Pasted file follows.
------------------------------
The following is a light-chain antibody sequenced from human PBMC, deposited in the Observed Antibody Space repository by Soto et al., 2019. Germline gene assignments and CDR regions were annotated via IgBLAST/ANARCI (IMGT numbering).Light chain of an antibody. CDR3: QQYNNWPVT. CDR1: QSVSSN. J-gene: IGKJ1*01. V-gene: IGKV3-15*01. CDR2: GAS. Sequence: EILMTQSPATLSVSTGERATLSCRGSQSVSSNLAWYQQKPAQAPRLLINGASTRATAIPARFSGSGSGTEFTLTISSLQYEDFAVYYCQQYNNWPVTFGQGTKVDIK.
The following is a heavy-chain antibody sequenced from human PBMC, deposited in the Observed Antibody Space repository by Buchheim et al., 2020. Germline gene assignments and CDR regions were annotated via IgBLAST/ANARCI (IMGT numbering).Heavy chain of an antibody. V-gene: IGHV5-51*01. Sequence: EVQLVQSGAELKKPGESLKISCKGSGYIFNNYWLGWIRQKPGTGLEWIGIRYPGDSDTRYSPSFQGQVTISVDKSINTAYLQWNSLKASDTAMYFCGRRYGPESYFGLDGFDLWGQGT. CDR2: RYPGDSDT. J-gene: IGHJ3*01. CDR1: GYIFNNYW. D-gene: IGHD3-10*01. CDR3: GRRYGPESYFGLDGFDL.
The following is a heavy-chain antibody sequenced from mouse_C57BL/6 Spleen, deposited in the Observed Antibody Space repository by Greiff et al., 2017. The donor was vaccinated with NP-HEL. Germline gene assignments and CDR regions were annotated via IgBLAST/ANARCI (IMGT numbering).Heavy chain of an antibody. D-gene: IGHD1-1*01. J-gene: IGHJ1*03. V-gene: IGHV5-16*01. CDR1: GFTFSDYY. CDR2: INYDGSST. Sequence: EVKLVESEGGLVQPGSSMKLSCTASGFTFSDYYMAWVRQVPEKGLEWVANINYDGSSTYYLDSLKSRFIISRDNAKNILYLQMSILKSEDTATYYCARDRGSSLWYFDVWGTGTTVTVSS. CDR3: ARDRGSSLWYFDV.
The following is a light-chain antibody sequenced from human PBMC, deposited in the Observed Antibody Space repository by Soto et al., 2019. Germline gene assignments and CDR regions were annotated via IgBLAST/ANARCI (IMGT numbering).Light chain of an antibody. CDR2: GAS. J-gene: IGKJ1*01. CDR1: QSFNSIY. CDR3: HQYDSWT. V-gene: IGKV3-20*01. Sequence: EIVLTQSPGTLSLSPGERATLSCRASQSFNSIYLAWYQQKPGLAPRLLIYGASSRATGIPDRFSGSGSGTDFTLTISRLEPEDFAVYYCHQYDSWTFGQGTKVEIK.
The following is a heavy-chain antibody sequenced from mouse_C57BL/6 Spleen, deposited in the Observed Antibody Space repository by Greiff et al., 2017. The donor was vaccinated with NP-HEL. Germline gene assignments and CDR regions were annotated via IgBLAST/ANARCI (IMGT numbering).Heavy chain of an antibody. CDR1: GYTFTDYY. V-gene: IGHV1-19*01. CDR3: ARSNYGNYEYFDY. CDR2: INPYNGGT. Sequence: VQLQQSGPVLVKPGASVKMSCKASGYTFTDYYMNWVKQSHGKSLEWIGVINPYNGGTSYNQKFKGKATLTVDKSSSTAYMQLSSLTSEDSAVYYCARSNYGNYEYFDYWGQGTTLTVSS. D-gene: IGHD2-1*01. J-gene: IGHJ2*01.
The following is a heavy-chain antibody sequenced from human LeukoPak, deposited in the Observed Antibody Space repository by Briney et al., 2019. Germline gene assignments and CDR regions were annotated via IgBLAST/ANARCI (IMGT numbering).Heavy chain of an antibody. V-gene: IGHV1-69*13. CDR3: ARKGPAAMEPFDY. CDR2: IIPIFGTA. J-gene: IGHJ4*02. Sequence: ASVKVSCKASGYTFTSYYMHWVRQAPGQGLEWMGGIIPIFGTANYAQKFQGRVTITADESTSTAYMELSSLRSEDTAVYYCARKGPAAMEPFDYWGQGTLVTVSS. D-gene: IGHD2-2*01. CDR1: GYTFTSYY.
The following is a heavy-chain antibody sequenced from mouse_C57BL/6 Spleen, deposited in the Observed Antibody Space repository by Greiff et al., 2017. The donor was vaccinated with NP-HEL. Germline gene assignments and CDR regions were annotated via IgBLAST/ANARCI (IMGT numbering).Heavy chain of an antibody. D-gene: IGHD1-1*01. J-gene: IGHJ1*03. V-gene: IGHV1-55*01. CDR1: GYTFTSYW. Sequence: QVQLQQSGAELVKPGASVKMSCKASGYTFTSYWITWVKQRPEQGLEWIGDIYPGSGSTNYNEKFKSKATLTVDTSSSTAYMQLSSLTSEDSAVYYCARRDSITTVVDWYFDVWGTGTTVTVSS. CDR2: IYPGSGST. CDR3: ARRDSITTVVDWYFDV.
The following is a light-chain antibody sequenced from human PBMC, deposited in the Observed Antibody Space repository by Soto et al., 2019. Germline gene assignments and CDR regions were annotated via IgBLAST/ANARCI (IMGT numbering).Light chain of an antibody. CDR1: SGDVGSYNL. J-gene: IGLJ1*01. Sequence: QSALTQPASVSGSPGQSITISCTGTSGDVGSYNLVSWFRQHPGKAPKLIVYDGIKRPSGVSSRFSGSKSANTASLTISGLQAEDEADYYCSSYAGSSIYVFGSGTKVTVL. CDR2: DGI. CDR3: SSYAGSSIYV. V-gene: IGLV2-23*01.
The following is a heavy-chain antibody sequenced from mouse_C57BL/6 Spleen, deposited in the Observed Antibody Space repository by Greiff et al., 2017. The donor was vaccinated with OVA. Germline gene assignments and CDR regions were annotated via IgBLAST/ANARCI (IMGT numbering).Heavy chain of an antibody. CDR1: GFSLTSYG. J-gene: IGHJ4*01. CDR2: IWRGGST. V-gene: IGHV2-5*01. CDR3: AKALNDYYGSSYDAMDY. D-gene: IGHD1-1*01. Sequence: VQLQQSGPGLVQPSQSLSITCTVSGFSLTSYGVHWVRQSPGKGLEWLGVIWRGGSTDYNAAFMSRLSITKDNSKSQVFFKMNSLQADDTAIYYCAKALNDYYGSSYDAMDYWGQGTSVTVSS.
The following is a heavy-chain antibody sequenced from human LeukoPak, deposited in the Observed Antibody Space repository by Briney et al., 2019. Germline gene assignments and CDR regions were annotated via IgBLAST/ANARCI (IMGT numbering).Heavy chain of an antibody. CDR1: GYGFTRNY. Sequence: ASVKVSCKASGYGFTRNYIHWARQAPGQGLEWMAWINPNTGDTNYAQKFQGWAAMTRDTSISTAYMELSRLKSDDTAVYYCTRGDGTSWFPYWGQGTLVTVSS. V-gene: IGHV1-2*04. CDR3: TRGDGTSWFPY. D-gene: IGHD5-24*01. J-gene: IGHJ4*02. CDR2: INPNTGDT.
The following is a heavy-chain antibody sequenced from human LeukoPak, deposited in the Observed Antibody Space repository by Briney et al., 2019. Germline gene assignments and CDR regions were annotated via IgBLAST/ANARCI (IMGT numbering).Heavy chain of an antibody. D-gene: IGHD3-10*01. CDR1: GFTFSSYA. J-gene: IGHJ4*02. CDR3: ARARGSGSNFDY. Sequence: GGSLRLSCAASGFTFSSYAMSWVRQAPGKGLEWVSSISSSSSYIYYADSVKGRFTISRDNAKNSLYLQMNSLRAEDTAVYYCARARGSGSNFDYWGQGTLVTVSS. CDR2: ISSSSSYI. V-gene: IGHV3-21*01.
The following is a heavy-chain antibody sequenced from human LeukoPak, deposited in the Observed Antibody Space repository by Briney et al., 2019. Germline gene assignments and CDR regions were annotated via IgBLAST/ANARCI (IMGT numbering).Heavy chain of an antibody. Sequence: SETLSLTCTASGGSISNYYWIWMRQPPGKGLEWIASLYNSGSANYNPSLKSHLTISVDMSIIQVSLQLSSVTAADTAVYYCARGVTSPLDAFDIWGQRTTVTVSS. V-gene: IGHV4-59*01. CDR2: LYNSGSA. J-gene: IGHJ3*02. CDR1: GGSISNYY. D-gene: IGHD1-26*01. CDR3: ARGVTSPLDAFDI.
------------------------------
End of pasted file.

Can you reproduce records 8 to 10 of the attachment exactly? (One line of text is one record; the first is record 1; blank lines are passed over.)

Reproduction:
The following is a light-chain antibody sequenced from human PBMC, deposited in the Observed Antibody Space repository by Soto et al., 2019. Germline gene assignments and CDR regions were annotated via IgBLAST/ANARCI (IMGT numbering).Light chain of an antibody. CDR1: SGDVGSYNL. J-gene: IGLJ1*01. Sequence: QSALTQPASVSGSPGQSITISCTGTSGDVGSYNLVSWFRQHPGKAPKLIVYDGIKRPSGVSSRFSGSKSANTASLTISGLQAEDEADYYCSSYAGSSIYVFGSGTKVTVL. CDR2: DGI. CDR3: SSYAGSSIYV. V-gene: IGLV2-23*01.
The following is a heavy-chain antibody sequenced from mouse_C57BL/6 Spleen, deposited in the Observed Antibody Space repository by Greiff et al., 2017. The donor was vaccinated with OVA. Germline gene assignments and CDR regions were annotated via IgBLAST/ANARCI (IMGT numbering).Heavy chain of an antibody. CDR1: GFSLTSYG. J-gene: IGHJ4*01. CDR2: IWRGGST. V-gene: IGHV2-5*01. CDR3: AKALNDYYGSSYDAMDY. D-gene: IGHD1-1*01. Sequence: VQLQQSGPGLVQPSQSLSITCTVSGFSLTSYGVHWVRQSPGKGLEWLGVIWRGGSTDYNAAFMSRLSITKDNSKSQVFFKMNSLQADDTAIYYCAKALNDYYGSSYDAMDYWGQGTSVTVSS.
The following is a heavy-chain antibody sequenced from human LeukoPak, deposited in the Observed Antibody Space repository by Briney et al., 2019. Germline gene assignments and CDR regions were annotated via IgBLAST/ANARCI (IMGT numbering).Heavy chain of an antibody. CDR1: GYGFTRNY. Sequence: ASVKVSCKASGYGFTRNYIHWARQAPGQGLEWMAWINPNTGDTNYAQKFQGWAAMTRDTSISTAYMELSRLKSDDTAVYYCTRGDGTSWFPYWGQGTLVTVSS. V-gene: IGHV1-2*04. CDR3: TRGDGTSWFPY. D-gene: IGHD5-24*01. J-gene: IGHJ4*02. CDR2: INPNTGDT.